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Two Navy helicopter squadron detachments have relocated to Easterwood Airport after making 227 helicopter rescues while flying from Fort Worth on Aug. 29.
The 112 Sailors from the Dusty Dogs and Dragon Whales of Helicopter Sea Combat Squadrons (HSC) 7 and 28 (respectively) moved their staging site and six MH-60S Sea Hawk helicopters in order to be even closer to the disaster zone in the wake of Hurricane Harvey. The new site will allow for a drastically reduced response time.
Regardless of response time though, the large cabin space, infrared capabilities, search and rescue trained crews and robust, dynamic lighting capabilities make the Knighthawk and her crew an ideal choice for the mission.
“We have multiple systems within the helicopter that allow us to fly at night, with the forward looking infrared camera, or FLIR ball, as we call it, up forward that allows us to look around at night,” said helicopter pilot Lt. Grant Kingsbery, a Uvaldi, Texas, native and Texas A&M graduate. “We have spotlight and floodlight that allows us to look around and everyone in the crew is wearing night-vision goggles to help us see better.”
In addition to the visibility aides, the helicopters are equipped with an onboard rescue hoist, the ability to hover at night and an average of thre hours of fuel to aid in the efforts.
In a typical Navy scenario, HSC squadrons serve aboard ships, often hovering over the ocean and serving as plane guards for other aircraft that may launch off ships. The city scape, however, proved to be a drastic change for the crew from their typical flights.
“In the open ocean you don’t have to worry about towers — you’re 70 feet over the water, you don’t have to worry about running in to anything,” Kingsbery said. “Here, especially with the power outage, the street lights are out and most of the towers are unlit now because their battery backup has run out.”
Lt. Benjamin Bontrager, a pilot from the Aug. 29 rescue mission and native of Mishawaka, Indiana, said, “my goal the entire night was to fly as fast as I can, as safely as I can and as precisely as I can to make sure that those people get out of the terrible situation they were in.”
About the conditions as they compare to typical Navy flights, Bontrager said it’s a much more crew intensive environment.
“It poses a greater safety risk with the towers and other aircraft flying around. We’ve got, you know, 40 aircraft flying around at one time in a small area all trying to do the same thing,” he said. “It’s a very task-saturated environment, and when you add nighttime to it, it’s just that — times ten.”
Naval Aircrewman (Helicopter) 2nd Class Danny Harlow, a rescue swimmer who assisted in the rescues yesterday and native of San Diego, CA told the story of a memorable rescue.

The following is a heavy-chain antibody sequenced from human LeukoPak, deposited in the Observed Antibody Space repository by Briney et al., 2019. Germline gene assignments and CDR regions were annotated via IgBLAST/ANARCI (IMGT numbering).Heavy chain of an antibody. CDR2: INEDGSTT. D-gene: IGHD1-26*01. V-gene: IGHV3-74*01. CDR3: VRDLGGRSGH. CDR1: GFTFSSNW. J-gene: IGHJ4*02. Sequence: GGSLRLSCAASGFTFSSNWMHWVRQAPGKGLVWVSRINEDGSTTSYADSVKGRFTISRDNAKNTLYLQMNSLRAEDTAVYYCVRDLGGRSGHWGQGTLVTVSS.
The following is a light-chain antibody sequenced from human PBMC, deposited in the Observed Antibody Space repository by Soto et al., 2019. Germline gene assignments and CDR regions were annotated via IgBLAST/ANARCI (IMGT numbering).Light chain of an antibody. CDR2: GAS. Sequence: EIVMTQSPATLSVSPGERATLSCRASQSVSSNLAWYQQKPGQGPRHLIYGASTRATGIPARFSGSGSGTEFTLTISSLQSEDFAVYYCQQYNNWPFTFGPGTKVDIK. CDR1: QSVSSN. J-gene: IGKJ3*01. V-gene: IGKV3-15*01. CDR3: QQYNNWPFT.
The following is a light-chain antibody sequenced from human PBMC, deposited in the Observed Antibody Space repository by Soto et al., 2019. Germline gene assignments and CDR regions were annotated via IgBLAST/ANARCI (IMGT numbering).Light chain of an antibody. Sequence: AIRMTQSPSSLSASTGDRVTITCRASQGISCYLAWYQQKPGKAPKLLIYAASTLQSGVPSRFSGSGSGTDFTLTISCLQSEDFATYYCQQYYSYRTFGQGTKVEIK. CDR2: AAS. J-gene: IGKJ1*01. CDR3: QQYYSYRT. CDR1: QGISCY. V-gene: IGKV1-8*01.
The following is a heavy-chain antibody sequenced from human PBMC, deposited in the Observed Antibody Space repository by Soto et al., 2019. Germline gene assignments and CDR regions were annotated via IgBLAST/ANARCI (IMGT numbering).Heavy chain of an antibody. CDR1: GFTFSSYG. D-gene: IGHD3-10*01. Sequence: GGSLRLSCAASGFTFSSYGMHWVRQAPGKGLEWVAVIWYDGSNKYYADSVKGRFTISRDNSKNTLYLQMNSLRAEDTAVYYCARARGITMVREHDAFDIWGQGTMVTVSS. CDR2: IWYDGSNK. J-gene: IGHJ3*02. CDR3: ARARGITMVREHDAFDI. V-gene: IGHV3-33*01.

“We were flying around looking for opportunities and I saw a family waving white towels from their balcony so I immediately called my pilot ‘right’ and we came over the spot,” Harlow said. “There were two kids down there with asthma, their mother, and their uncle — who just underwent a kidney transplant — and luckily I was able to get the opportunity to get in there and get them up into the helicopter and into safety.”
Harlow spoke vividly of the emotions involved.
“We actually had a wide range of emotions, some were extremely grateful, some were terrified, some were crying. Some of the kids were actually having fun because they were in a helicopter,” he said. “So it really was a wide range, but definitely gratifying. Getting them out and having those ‘Thank Yous’ is definitely a gratifying experience.”
Naval Aircrewman (Helicopter) 2nd Class Jose Rodriguez, a native of Corpus Christi, Texas, was flying his first rescue mission on Aug. 30 and was anxious to help his fellow Texans. He spoke to the mission of the aircrew and the training of the rescue swimmers.
“We’ll send the (rescue) swimmer down and he’ll pick up whoever he needs to,” he said. “When we send him down, he tries to calm the person down — whether he’s in the water or on top of a house, wherever he’s at, that’s the first thing he does — and then he tells them who he is, how he’s going to help them out, and how we’re going to bring him back in to the aircraft.”
With regards to his own family, Rodriguez assures that they are safe.
“My family ended up staying in Corpus Christi — they live on the outskirts — everything is okay with their home,” he said. “They ended up losing power but I believe it is back on now.”
HSC-7 has 77 Sailors and four helicopters while HSC-28 has 35 Sailors and two helicopters assigned to the relief efforts. At the start of the day, they had flown 13 sorties with 37 hours in the air, 227 rescues (21 by hoist), including 11 dogs and one kitten.